Samurai - What is this nonsense?!

Cardio Samurai Nonsense

Today someone shared a video with me of a woman leading a group “cardio” class in what looked like a horribly choreographed parody of Japanese swordsmanship. A group of mostly women with wooden practice swords tried to follow along as the instructor sloppily hopped around punching, kicking, and striking with the bokken. As both an exercise professional and a martial arts student nonsense like this pisses me off because it is a mockery of both.

Cardio Samurai classes are bullshit

It’s not effective exercise

So-called “cardio” is a relatively ineffective, inefficient, and unsafe choice for exercise to begin with. Contrary to the exaggerated marketing claims “cardio” classes do not burn enough calories to cause significant fat loss, and the same or better cardiovascular and metabolic conditioning benefits can be achieved more safely and efficiently through proper strength training. Flailing around attempting to mimic movements from martial arts like boxing, kickboxing, Muay Thai, or Kenjutsu without proper training does not improve “cardio’s” limited effectiveness and can increase the already significant risk of acute and overuse injuries.

It’s neither effective martial arts nor effective self defense

Most of what passes for punching, kicking, and footwork in so-called “cardio boxing” and “cardio kickboxing” classes is technically very poor and ineffective for actually fighting or protecting yourself. Even if these techniques were being taught effectively there is far more to martial arts than learning a collection of techniques, and far more to self defense than martial arts (awareness, avoidance, de-escalation, knowing the laws, etc.). Going to a dance aerobics class to learn to protect yourself makes about as much sense as going to a carpentry class to learn to play the drums. They both involve pounding on things, but anybody who is not a complete idiot can see they have little else in common.

Cardio Samurai is bullshit

But it’s fun!

If you enjoy hopping around with a group of people pretending to do martial arts to music that’s fine. People do all sorts of things for recreation and socialization and there is nothing wrong with that. I’m not telling anyone they shouldn’t do something if they enjoy it. However, don’t expect to get much out of it other than fun. These kinds of classes are very poor options for both exercise and for learning martial arts and if those are things you are interested in (and if you value your health and safety you should be) you should follow a proper exercise program and proper martial arts training as well.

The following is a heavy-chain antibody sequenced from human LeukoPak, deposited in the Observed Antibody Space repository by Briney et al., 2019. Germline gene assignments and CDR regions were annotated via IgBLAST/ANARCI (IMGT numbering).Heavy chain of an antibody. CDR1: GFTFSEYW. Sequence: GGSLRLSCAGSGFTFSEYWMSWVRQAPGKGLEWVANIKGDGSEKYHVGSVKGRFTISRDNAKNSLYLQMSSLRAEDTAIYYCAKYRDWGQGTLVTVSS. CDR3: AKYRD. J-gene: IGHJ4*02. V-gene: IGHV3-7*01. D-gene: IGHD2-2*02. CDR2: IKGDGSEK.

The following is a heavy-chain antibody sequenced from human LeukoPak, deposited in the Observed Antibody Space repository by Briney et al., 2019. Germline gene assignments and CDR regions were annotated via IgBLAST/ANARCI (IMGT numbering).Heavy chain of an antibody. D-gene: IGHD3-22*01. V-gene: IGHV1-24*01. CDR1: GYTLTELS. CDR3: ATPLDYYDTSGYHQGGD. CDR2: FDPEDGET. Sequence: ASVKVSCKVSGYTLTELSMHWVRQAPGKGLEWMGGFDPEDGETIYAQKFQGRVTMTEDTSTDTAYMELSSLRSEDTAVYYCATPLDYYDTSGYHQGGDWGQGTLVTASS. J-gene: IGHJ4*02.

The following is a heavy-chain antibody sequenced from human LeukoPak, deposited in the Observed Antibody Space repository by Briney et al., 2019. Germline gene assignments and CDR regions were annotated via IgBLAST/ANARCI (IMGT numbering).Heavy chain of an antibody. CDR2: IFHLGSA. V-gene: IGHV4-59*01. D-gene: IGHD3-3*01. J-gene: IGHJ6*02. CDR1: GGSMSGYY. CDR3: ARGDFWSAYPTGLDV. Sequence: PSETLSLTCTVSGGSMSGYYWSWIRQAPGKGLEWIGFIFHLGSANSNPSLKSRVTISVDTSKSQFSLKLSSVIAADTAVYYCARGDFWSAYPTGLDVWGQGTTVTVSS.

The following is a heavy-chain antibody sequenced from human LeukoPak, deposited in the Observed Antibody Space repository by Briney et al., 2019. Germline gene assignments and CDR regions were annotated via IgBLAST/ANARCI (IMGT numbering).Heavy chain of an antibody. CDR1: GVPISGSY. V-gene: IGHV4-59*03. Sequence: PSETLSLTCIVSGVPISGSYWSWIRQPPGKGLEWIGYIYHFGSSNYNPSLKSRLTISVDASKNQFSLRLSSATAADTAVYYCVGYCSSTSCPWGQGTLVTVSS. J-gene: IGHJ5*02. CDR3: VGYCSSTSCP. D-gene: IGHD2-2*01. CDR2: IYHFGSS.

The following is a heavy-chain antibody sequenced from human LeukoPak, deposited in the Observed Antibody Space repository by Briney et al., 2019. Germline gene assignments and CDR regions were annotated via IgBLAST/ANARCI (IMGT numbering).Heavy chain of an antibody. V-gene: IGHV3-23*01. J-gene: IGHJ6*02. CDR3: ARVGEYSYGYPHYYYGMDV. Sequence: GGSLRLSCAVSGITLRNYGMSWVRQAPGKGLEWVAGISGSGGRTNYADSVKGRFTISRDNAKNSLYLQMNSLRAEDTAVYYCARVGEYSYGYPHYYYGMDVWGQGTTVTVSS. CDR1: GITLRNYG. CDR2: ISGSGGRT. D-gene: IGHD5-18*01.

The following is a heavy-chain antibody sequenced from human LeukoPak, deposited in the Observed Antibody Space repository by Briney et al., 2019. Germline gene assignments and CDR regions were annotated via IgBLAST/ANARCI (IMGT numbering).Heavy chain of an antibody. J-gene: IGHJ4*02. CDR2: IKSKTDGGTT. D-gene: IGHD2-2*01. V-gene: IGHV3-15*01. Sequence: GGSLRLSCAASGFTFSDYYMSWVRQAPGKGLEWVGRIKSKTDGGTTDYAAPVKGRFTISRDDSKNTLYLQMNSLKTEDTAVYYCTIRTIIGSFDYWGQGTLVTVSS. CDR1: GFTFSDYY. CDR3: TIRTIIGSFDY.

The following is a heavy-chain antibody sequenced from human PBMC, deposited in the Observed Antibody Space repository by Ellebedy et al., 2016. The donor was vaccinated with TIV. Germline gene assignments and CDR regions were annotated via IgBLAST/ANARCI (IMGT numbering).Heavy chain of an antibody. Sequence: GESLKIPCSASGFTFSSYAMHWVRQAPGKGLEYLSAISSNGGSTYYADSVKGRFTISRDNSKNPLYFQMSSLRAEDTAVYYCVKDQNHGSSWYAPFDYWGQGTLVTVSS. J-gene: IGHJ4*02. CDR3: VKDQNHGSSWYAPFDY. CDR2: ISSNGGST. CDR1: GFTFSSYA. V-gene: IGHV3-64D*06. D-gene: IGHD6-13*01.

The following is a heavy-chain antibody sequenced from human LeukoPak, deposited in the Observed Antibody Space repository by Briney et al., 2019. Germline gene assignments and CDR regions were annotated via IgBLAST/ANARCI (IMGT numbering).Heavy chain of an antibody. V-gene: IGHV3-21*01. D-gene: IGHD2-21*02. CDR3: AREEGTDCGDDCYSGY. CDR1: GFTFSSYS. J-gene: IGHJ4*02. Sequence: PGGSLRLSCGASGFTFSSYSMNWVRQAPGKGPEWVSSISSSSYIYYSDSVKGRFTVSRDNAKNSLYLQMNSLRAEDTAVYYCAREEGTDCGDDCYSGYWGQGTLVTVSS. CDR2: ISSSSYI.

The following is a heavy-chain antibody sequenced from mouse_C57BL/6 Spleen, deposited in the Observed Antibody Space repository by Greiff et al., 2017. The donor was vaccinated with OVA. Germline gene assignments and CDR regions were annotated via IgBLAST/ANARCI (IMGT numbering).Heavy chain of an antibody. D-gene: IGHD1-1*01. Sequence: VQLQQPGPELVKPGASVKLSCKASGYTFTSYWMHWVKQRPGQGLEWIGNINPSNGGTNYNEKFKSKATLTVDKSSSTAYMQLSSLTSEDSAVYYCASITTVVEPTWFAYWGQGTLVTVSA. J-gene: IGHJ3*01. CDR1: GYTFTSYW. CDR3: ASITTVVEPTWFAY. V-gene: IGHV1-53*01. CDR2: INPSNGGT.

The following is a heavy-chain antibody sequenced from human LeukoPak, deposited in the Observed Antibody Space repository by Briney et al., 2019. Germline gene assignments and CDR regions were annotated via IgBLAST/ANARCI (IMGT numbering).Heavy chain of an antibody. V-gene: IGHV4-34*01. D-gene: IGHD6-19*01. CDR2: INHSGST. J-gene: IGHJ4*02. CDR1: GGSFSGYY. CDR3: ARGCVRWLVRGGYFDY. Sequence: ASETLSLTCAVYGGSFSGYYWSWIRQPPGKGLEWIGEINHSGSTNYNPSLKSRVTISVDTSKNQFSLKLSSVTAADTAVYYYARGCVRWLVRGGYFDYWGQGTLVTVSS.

Although proper exercise is not (if it is you’re not doing it right) many people find they enjoy real martial arts training. There is a lot of personal satisfaction in learning and mastering a difficult set of skills and knowing you are capable of better protecting yourself can greatly improve your self-confidence (as opposed to the dangerous false sense of security  some people get from fake martial arts training like “cardio kickboxing” and “samurai cardio”).

If you want effective, efficient, and safe exercise a proper strength training program can provide the same or better cardiovascular and metabolic conditioning benefits while also stimulating improvements in muscular strength and size, flexibility, bone and connective tissue strength. If you’re trying to lose fat strength training is an even better option, not because it’s going to burn a lot more calories in the short term, but because it helps to prevent you from losing muscle along with fat.

If you want real, effective martial arts and/or self-defense training look for a school that teaches these specifically. I strongly recommend reading Marc MacYoung’s article The Four Focuses of Martial Arts and the late Bob Orlando’s book Martial Arts America before looking for a school to  help you better determine exactly what you want out of it and what to look for. There are a lot of great martial arts and self defense instructors out there but also a lot of frauds so shop around and do your homework before joining a school.

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